In professional translation, and associated services such as proofreading and localization, for example, many translators were weary of CAT tools when they first entered the market. Many customers even refused to accept any work done with these tools due to quality concerns.

          Welcomed by some, feared by many, CAT tools are here to stay!

          Translators believed computer-assisted translation was coming to replace them and would ultimately make their profession redundant. Computer-aided translation was initially mistaken for machine translation, but we’re really talking about two very different things.

          CAT tools are meant to aid human translators. Also, “wannabe” translators won’t be as competent as experienced professionals just because they’re using CAT Tools!

          CAT tools cannot replace talent, skills, knowledge, specialization… Even actual machine translation is but a small part of what computer-aided translation is all about and humans are still essential players.

          Of course, there are “purists”, even today, but it’s safe to say that a professional translator who shies away from CAT tools is like a businessman without a smartphone or an e-mail! 📱

          For instance, they are missing out on being able to manage large volumes of specific terminology and repetitions with little to no error. CAT tools are essential for Quality Assurance in large technical translation projects. Especially, when the word volume is so large that a single instruction manual needs to be divided and assigned to several translators. CAT tools will allow for terminological consistency across the different translations submitted.

          Today, many translation agencies view CAT tools as a requirement, and some will even have their own proprietary tool. In this scenario, professional translators must be skilled in working with this type of software if they want a chance at nailing job offers!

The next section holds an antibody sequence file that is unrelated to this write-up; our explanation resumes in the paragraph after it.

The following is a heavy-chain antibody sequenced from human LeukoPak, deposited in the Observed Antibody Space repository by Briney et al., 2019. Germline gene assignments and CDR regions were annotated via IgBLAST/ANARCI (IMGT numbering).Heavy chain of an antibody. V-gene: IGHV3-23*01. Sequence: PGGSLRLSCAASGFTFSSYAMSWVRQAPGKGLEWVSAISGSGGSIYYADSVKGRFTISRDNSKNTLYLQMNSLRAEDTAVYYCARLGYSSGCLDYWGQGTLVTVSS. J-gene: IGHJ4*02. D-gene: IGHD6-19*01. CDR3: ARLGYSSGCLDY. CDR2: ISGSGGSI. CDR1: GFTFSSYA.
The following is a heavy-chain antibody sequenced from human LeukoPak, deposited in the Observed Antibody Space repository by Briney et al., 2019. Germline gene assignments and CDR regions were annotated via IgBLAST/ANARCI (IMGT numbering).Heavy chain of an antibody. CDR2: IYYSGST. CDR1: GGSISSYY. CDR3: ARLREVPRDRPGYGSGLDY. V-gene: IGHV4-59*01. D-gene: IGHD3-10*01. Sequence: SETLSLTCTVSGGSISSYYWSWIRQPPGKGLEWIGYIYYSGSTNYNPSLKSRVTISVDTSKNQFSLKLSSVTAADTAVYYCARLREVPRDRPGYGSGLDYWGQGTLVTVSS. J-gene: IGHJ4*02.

In sum, fear of change and progress can prevent you from evolving as a professional and keep you from remaining relevant in your own market.

          So, people who feared losing relevance as professionals due to these new tools are actually becoming irrelevant now by shying away from progress.

          Coping with fear

          • The first step to deal with fear of change in the workplace (and fear in general) is to acknowledge how you feel. Acknowledge the changes themselves and acknowledge how they make you feel. Accept the situation, don’t beat yourself up over being anxious and don’t be ashamed.
          • Seek help, share your feelings with colleagues, family, and close friends, or even with a professional (especially if we’re talking about phobia). We can always benefit from other people’s perspective and insights. Communication is vital! Communicate your concerns to your colleagues and you superiors for clarification.
          • Try not to focus on your fears while working, since it will affect your productivity and at this point you don’t want to be underproductive. Don’t deny how you feel, but try to assess it later, not during the workday.
          • Write down your fears and concerns, trying to focus on specific consequences of change. Re-read them later when you are relaxed. Do your concerns feel as scary now? 🤔
          • Learn to think of new experiences with excitement and anticipation instead of dreading them by increasing your emotional awareness and being more connected to your inner self.
          • This may come off as a cliché but: be positive! Try to have realistic expectations but maintain a positive mindset. For example, if your company grows, it will be beneficial for you in the long run, right? Try to look on the bright side. ☀️🌞

          Avoidance is a maladaptive coping strategy. When we make an effort to control/avoid certain emotions, we end up intensifying them. Trying to suppress your fears rather than facing them is but a superficial and temporary solution. The outcome is feeling even more distressed.

          Only by allowing yourself to embrace your fears and concerns will you be able to process them and decrease emotional distress. You need to learn how to change your negative thought patterns, which are the root cause of avoidance behaviors.

          Whenever you’re feeling distressed or overwhelmed by fear, don’t forget to take a few deep breaths! It’s a natural tranquilizer. 😊

          So, have you ever gone through major changes in the workplace or even a career change? Talk to us about how you’ve coped!